Hi there wanderlusters! (Is this a word? There’s a red squiggly line underneath it, so I’m guessing… no. I’m keeping it there, though.)
Have you seen the movie Tangled? It’s the animated movie about Rapunzel and I really loved that film because it’s so hilarious and heartwarming.
In said movie, Rapunzel’s biggest dream was to see the floating lanterns. When she finally got to see it, it was such a magical scene that I actually shed tears during that part. (Yes, I’m the weirdo who is easily moved to tears by beauty, like the beautiful solos on Phantom of the Opera and Wicked.)
|Image source: Tumblr|
When we planned our Taiwan trip, I became like Rapunzel – wishing on a floating lantern became my biggest dream too.
So I was super excited on our second day in Taiwan, for this moment, not just because I was on a reunion with my best friends. After we had gone to see the beautiful lover’s bridge over at Danshui and ate a sumptuous lunch, we headed back to Taipei main station.
Chi then had to leave to take care of a sick Panda so she couldn’t come with us. By Panda I mean her hubby, that’s her term of endearment for him. So sorry if you thought she was really caring for a literal sick panda!
The rest of us took a train to Ruifang. It was a nice train with comfortable roomy seats with lots of leg room. Our tickets also came with seat numbers and we were surprised when we went to take seats and there were people seated on them. We politely informed them of the mix-up and they stood up and stayed that way all throughout the ride. I guess they were chance passengers.
Once we got to Ruifang we took another train, this time on the Ping Hsi line going towards Jingtong. Our one-day passes supposedly allowed us to get on and off the train as many times as we wished on any of the seven stops.
But we were pressed for time, so we decided to just get off one stop – Shifen. This was the only place in Taiwan where people were legally allowed to light up floating lanterns. It’s dangerous elsewhere, see. The train was very pretty inside, by the way, that we just had to “cam whore some more!”
There was a funny incident in the train, by the way. We met some new tourist friends on the train whom we found out were going off at Shifen too, so when they got off, we did the same, only to find out seconds later that they were mistaken, and we all had to hastily hop back on the train. Geesh.
When we finally got off the right stop, we noticed that there were lots of shops located so close to the train tracks. The first things we noticed in the shops, though, were not the floating lanterns, but the miniature ones. They were so pretty that we just couldn’t resist! The cheapest ones were at 50 twd each, but there were some glow-in-the-dark ones that cost 100 twd.
You could buy one to display at home for a wish to come true, and each lantern had different wishes written on them.
Now the problem was that none of us knew how to read Chinese characters, so we had to ask the only English speaking girl at the shop to translate all the wishes for us.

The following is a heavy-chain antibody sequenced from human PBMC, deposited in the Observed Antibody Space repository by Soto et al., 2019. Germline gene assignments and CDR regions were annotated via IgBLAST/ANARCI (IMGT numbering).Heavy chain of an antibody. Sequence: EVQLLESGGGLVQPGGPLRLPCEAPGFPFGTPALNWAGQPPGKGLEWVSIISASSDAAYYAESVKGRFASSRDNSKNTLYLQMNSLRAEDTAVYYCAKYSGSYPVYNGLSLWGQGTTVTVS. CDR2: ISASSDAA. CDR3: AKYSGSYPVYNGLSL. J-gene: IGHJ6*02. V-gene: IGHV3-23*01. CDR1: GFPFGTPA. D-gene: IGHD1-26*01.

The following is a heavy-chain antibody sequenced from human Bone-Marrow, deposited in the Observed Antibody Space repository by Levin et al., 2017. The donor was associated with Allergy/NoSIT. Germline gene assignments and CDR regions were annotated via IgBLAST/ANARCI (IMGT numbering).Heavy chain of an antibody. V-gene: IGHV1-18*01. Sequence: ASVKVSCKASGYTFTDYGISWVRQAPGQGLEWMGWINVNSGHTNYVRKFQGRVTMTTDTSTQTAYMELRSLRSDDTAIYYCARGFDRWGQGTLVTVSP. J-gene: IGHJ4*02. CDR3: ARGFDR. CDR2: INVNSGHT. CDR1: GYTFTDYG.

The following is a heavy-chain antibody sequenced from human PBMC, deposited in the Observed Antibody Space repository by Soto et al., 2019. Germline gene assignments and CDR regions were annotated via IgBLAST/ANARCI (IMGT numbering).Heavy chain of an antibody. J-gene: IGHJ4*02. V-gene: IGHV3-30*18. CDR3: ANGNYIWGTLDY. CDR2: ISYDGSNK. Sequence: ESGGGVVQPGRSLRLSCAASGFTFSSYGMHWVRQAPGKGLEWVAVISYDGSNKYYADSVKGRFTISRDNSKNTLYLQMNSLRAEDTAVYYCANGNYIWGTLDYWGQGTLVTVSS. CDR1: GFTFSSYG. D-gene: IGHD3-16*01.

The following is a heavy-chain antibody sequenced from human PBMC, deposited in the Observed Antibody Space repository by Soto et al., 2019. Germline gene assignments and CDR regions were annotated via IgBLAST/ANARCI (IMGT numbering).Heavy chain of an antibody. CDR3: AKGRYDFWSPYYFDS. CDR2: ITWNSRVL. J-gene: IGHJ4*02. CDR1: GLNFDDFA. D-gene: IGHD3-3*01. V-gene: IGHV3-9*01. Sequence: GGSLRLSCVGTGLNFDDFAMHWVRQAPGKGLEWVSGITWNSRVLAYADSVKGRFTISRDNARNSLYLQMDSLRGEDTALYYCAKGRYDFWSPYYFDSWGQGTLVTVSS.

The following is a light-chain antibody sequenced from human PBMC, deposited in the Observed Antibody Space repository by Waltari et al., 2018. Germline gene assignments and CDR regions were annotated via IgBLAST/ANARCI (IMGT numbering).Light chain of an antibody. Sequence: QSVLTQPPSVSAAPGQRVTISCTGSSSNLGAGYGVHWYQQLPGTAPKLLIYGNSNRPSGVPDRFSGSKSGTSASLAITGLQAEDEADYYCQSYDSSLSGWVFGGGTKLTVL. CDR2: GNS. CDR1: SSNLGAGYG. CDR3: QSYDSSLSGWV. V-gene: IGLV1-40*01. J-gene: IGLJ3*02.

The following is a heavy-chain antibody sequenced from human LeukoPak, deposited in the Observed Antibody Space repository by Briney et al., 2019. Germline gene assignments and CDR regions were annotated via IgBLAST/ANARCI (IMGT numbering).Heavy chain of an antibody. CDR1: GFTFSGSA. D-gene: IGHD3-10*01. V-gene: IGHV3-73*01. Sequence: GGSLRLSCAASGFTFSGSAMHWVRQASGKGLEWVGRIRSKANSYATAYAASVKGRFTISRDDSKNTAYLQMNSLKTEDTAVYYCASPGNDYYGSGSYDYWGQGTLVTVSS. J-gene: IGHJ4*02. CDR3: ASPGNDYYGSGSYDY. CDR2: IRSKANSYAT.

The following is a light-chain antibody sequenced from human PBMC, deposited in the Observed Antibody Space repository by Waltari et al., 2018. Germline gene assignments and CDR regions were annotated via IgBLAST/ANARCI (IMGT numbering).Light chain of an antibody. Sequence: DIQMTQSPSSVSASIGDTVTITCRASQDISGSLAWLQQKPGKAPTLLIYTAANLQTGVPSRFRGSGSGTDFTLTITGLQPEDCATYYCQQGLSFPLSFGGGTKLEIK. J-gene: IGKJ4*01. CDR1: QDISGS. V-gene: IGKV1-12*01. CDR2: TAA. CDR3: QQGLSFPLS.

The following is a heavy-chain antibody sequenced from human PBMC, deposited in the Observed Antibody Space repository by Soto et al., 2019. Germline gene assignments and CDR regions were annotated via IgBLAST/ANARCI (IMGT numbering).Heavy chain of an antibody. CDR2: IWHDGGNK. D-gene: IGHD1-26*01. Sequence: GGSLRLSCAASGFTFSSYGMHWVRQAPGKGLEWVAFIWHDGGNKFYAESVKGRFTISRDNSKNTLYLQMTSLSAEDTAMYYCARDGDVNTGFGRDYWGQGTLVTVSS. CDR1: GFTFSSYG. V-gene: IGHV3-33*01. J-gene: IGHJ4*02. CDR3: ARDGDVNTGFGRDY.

I chose one for “dreams coming true” so that I don’t have to buy so many. I mean that one is so general and encompasses everything already, right?
After buying our miniatures, we set out to find the floating ones. There were also lots of shops that sold those, and they were priced the same, at 100 twd a lantern, with additional 80 for firecrackers. Apparently you can’t just get any lantern, you have to choose a color for the kind of wish you wanted to make, as was stated on this poster:
So we decided to pick four lanterns to share amongst us all:
WHITE for HEALTH
PINK for LOVE
GREEN for CHILD
YELLOW for JOB
As you can see below, someone had the brilliant idea of labelling the lanterns so as not to confuse the wishers. Haha. I can’t remember who it was, though. Melvin, I think.
We took some time writing our wishes down on the different lanterns using felt tip pens that were provided by the shop.
Since the shops were right next to the train tracks, we had to step on that, too, and everytime the train was about to pass, someone yelled for everyone to get off the tracks for a while, then when the train went past, it was business as usual. Haha.
If you know what this means, I request the highest of fives! Leave a fist bump in the comments, please.
We mused that the lanterns would have looked so much better with chinese characters on them, but none of us knew how to write those, so we stuck to the English alphabet.
Finally, after we were done putting down all our wishes, the shop owners helped us light up our lanterns, release them into the air, and took our pictures while doing so (which is the most important part!).
It was a wonderful feeling to see our wishes lift off slowly and finally float away up into the sky, to be swallowed by the great granter of all wishes.
It wasn’t exactly as magical as the scene from Tangled, but you know what? I don’t even care if none of the wishes we wrote on those lanterns comes true… the act itself was a dream come true for me.
All those days watching from the windows
All those years outside looking in
All that time never even knowing
Just how blind I’ve been
Now I’m here, blinking in the starlight
Now I’m here, suddenly I see
Standing here, it’s oh so clear
I’m where I’m meant to be
And at last I see the light
And it’s like the fog has lifted
And at last I see the light
And it’s like the sky is new
And it’s warm and real and bright
And the world has somehow shifted
All at once everything looks different
Now that I see you
P.S. Before we left, though, we found some coal mining wagons that totally reminded us of District 12 in Hunger Games so obviously, we had to do the Katniss Everdeen gesture.